Stirrups... leg up... helping each other out... okay I'll get back in my box
Every week a stream of emails tumbles into my inbox attempting to convince me to cover numerous products, services, or projects that are somehow going to revolutionise the photographic industry, alter my life beyond my wildest expectations, or maybe even bring world peace.
As a general rule, most of the literature that I get to wade through is well written and well pitched, so it executes its intended purpose with aplomb. But sometimes, PR people just get it wrong. At best it can be sigh- or groan-inducing; at worst, you might hear an anguished scream released into my Twitter stream. Of course, it is far better to actually do something about the phenomenon of poor PR, instead of just moan. So in the interests of the betterment of society, here's my idiot's guide to producing reasonable PR that shouldn't leave journalists and writers everywhere banging their heads on their desks.
1. Provide a concise, accurate précis.
In the first paragraph of your release I want to know exactly what your product, project, or service is; why it is going to change my life in heretofore unimaginable ways; and just how it is a revolutionary upgrade on its predecessor, if it has a predecessor. If it's filling a hole in the market, tell me that, instead.
2. Include images.
I write about photography. I'm immersed in an image-based community. I, and dare I say it the people who read what I have to write, want to see what a product looks like and just what it can do. Reading about it is not enough. Don't make me go on a wild goose chase for useable images. Either attach some to the email or provide a link to downloadable examples. Even if you're just announcing something as mundane as corporate appointments, include a decent-sized version of the company logo.
3. Think about your language.
The tone of the language that you use in your PR acts as a key reflection of your company, how it operates, and what it stands for. Some companies are fluffiness incorporated and I expect their PR to reflect that by being informal and relaxed. On the other hand, some companies are going to use far more formal language. Both are entirely acceptable, and so are the infinite points in between. All you have to be is appropriate.
However, your text must not, under any circumstances, be dry or dull. You do not want me to fall asleep when I'm reading it. That's no way to sell a product, even if it can control the International Space Station in its spare time. Do not, whatever the temptation, use a smiley. I don't care how fluffy you are, you still need to be professional. If you want to use humour, I won't complain, but ensure that I laugh with you and not at you. Finally, do not talk down to me. I'm not stupid.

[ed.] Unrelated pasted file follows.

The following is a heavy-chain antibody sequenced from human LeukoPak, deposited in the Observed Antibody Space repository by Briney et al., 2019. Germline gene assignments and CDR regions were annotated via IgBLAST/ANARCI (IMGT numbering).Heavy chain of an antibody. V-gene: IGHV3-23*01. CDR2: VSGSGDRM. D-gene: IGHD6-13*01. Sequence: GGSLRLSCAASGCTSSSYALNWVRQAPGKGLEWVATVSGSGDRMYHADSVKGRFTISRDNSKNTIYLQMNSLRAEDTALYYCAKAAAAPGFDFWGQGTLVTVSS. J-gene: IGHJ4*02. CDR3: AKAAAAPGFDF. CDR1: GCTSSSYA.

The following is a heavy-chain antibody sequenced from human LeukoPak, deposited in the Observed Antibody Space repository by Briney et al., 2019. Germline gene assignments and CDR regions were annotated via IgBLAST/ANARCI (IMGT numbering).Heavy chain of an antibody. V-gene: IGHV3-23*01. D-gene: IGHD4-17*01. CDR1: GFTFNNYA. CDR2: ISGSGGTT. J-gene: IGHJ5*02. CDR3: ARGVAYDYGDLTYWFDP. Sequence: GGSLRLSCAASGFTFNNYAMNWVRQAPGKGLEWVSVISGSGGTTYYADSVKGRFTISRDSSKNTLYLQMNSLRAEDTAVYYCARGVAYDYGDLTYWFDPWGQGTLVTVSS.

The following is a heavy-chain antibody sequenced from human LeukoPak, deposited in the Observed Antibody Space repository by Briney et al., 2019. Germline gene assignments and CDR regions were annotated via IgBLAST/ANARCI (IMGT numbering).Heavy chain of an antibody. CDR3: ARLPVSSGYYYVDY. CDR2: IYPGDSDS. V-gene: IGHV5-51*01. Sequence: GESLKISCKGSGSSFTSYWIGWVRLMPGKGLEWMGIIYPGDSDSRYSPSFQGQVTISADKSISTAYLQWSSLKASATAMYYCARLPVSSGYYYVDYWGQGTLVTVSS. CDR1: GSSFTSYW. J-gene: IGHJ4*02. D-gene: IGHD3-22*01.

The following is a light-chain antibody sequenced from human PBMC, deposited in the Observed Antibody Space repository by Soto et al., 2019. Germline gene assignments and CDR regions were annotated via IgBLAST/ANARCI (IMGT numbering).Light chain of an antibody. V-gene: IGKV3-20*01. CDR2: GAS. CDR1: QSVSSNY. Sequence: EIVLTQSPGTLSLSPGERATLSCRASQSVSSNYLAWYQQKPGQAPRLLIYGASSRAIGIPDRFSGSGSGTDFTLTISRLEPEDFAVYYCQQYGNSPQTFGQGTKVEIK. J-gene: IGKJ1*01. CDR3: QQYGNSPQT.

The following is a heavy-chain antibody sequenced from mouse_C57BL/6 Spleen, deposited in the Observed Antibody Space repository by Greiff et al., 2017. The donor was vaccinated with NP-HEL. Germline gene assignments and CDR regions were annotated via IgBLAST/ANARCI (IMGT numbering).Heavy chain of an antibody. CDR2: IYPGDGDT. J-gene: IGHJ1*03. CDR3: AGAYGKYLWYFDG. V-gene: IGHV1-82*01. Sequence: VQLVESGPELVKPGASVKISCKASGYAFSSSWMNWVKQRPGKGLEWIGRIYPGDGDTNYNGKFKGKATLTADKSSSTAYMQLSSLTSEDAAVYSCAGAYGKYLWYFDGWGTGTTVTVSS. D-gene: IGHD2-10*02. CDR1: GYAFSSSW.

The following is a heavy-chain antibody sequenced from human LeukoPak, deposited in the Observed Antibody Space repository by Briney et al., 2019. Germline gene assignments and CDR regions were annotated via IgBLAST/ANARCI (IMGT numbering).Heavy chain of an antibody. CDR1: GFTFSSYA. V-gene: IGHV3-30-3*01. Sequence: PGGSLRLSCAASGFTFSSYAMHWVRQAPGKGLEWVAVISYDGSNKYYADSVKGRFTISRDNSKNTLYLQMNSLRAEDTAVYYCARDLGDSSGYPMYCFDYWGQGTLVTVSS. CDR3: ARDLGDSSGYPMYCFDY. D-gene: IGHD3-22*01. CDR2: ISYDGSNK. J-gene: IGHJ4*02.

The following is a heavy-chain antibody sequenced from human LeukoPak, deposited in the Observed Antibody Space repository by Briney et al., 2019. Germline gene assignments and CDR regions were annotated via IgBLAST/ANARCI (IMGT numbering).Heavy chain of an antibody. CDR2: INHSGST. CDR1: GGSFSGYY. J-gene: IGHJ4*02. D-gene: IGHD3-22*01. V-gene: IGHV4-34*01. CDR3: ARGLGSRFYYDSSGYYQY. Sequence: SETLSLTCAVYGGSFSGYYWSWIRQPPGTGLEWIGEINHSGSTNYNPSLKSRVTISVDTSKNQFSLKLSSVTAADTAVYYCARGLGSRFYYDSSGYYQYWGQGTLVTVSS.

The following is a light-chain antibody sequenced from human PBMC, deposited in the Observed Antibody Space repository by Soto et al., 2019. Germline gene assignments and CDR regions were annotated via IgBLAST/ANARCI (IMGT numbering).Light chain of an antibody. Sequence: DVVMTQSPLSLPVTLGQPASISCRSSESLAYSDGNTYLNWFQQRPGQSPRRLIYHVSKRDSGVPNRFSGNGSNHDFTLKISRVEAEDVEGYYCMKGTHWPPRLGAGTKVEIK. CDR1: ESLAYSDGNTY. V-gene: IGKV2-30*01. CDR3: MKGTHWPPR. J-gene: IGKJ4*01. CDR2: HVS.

4. Provide your PR in good time.
Breaking an embargo is more than our professional reputations are worth, but in order to provide timely, accurate coverage that does justice to whatever radical product you're launching, we really do need to receive the relevant information ahead of the scheduled release. Put the embargo across the top of the literature in big red letters, and send it out a day or two in advance. We'll honour the embargo and thank you for the advance notice.
5. Provide background information.
Who, what, where, why, and when. If you're a small or new company, provide me with some background information that tells me about you, your history, and your philosophy. It makes you far more approachable and will help to bring to life whatever I write. You don't have to include the information in the PR itself - a link to a website is sufficient - but make sure that it's accessible.
6. Check your facts.
And that doesn't relate just to your product. If you're addressing an email to me personally, please ensure that you have my name and gender correct.
7. Include the basic details.
Chasing you up to find out how much something will cost or when it will become available is a frustrating waste of my time. If you don't have exact dates or prices, that's fine, but please acknowledge it.
8. Give a named individual as a point of contact.
It's entirely possible that I'll need to contact someone for more information or some kind of clarification. If you give the direct details of the individual responsible for handling these sorts of enquiries, it will inspire far more confidence in me than a generic email that I can't be certain will be answered or even reach the appropriate person.
9. Be friendly, polite, and personable.
You know, when I do call you up to find out something more, to request a review model, or to check a fact, please do not sound as if you would rather be anywhere else than on the phone to me. I won't mind if you say that you don't have the answer immediately and need to check, but I will mind if you don't get back to me. Similarly, I will also mind a great deal if you don't respond to an email or return a message left on your voicemail. That's plain good manners, let alone good business practice.
10. You'll win some; you'll lose some.
For various reasons, I might not want or be able to cover your pioneering gadget or ground-breaking service. If that's the case, please don't harass me or try to second-guess my motives. It won't win you any favours. Ask me politely, and I'll likely provide you with feedback. Be rude to me, and I'll not forget in a hurry.
That's especially important because just because I cannot or will not feature your gizmo this time around, it doesn't mean to say that I won't be interested in upgrades or releases next time around. Unless of course you were rude to me.
Remember: I need good PR to do your product justice. The more that you can help me, the more that I can help you. It's that simple.